Hmmm, this is like the third mansion I can think of JUST OFF THE TOP OF MY HEAD where part of the story is about a slave or servant girl um "getting it on" with the master of the house and ending up dead by hanging...  

Just how common WAS this sort of thing anyway?


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#5 knower333

 

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Posted 24 October 2009 - 03:13 PM

LOL nice house with interesting history  Picture 510.gif
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#6 Judecat

 

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Posted 24 October 2009 - 09:35 PM

It was very common for white slave owners to "use" their female slaves in that way, but it was hardly a "love affair", since the slave had no choice at all in the matter one way or the other,  the slave derived no benefit from the arrangement, and in most cases the children were slaves also,  and farily often were sold away from their mother as soon as they were old enough to be worth any money, and in many cases were in a committed relationship with a fellow slave (and if they did not co-operate,  their lover could and would be sold) and the wife of the family did not suffer because of it -- some were actually relieved that their husbands were not bothering them for a while.   The entire culture was based on the fact that slaves where not actually people.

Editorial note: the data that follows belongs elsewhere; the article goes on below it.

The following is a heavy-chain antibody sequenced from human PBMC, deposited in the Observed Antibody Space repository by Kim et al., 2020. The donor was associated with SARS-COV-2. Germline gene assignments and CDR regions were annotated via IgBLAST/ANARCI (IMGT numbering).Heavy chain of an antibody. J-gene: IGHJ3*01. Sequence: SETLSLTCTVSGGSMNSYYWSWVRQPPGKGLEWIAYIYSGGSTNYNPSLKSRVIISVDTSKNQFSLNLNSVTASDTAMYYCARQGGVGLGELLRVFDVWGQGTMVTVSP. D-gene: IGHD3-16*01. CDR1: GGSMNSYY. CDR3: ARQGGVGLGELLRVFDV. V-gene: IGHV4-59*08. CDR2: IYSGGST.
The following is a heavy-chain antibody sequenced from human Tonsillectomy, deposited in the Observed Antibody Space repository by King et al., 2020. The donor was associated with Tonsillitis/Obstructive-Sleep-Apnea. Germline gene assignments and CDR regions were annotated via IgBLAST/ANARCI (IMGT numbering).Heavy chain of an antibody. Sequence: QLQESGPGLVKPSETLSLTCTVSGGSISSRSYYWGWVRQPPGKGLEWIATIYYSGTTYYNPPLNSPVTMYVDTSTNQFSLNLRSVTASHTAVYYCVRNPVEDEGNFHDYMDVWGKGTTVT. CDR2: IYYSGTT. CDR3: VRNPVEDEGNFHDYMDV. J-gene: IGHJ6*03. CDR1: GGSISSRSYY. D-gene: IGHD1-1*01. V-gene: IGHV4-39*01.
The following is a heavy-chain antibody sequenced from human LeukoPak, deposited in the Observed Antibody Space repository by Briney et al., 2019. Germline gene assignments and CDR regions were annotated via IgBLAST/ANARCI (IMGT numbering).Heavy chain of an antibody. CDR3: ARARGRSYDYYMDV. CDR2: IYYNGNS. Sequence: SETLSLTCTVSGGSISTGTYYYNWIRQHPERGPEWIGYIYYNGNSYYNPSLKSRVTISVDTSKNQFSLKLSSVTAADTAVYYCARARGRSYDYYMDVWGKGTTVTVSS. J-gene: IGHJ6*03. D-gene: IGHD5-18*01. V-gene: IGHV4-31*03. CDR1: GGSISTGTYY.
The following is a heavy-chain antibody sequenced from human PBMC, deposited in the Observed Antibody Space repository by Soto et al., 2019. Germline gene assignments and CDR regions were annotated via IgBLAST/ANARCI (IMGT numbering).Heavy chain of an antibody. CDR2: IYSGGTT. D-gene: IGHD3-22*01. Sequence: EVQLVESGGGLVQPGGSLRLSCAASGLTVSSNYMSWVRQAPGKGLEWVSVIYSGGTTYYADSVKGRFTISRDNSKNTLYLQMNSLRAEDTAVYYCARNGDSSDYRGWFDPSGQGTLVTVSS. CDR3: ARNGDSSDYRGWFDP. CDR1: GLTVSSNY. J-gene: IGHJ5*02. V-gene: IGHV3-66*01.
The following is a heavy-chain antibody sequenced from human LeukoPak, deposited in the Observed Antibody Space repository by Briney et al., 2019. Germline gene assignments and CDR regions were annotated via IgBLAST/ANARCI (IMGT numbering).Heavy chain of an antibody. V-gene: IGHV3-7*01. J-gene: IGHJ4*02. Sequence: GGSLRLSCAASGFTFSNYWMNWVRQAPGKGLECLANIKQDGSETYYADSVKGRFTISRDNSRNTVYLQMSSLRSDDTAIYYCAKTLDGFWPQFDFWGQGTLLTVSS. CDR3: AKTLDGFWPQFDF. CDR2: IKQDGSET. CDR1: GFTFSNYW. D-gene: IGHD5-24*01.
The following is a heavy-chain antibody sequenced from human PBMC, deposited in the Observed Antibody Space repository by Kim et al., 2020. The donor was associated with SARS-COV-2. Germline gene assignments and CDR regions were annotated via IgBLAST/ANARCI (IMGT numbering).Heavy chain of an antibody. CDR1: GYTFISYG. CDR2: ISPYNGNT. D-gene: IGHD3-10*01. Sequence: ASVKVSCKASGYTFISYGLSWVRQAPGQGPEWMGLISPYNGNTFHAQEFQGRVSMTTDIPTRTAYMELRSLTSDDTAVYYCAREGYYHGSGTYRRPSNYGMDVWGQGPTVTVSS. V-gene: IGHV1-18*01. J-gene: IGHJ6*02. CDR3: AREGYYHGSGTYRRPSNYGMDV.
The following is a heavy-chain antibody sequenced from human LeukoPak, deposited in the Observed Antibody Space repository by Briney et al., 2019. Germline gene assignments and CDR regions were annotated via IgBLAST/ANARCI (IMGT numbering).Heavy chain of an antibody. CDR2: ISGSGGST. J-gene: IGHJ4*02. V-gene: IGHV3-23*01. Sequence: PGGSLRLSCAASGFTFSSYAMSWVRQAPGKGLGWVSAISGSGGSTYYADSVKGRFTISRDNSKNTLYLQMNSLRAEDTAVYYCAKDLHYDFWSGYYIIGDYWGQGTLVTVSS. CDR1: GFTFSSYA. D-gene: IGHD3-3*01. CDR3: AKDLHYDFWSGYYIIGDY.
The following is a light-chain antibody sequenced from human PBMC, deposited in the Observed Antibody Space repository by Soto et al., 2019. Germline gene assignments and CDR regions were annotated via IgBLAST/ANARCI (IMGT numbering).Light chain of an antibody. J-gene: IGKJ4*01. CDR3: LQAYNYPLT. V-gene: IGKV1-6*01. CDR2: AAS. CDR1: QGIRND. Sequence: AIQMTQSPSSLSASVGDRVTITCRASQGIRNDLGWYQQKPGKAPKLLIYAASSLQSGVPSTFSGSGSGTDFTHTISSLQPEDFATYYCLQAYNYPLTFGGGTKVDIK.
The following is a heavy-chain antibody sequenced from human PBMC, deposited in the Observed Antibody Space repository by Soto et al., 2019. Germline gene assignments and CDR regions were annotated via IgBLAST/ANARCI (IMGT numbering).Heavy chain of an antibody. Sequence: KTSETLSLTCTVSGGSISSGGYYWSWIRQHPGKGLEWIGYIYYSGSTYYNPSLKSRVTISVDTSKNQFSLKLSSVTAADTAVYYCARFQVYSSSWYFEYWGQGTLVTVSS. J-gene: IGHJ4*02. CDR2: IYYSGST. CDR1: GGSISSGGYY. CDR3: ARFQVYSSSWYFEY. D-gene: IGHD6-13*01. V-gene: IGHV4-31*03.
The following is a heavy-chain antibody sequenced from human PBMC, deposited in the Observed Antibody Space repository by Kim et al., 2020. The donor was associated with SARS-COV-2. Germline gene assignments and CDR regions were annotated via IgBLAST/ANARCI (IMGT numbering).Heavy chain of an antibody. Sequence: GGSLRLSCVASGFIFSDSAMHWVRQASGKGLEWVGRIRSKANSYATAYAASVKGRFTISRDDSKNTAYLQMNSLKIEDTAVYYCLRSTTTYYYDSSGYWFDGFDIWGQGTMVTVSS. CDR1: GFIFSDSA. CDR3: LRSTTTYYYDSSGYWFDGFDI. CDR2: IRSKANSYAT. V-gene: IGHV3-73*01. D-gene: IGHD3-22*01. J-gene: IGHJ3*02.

There are some places (New Orleans )that it was an accepted practice to keep one particularly nice slave woman as a mistress,  and set her up in he own household to raise her children,  however the woman and her children were still slaves,  and this was a culturally accepted thing in those circles.  Often a young man would be presented with one of his father in laws mixed race children as a wedding present.  Light skinned girls were sought after as mistresses,  dark skinned girls and most boys (unless they were light skinned enough to run away and "pass" were treated the same as other slaves.
  Some geneologist believe that up to 80 percent of  all African Americans have some white blood.  

So --I don't know if the house is haunted -- but I really doubt the story about who is supposedly haunting and why.

#7 OffDutyCop

 

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Posted 25 October 2009 - 11:51 AM

QUOTE
nd the wife of the family did not suffer because of it -- some were actually relieved that their husbands were not bothering them for a while.


Jude -


While I believe that this was probably true in many circumstances, especially considering the mindset of the times, and that many marriages were based solely on status and wealth as opposed to love, I don't think that we can make the generalization that it was true in all.

Certainly, there must have existed some women, even those of wealth and status, who would have been just as distraught to learn of an unfaithful lover as many women are today.
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#8 Judecat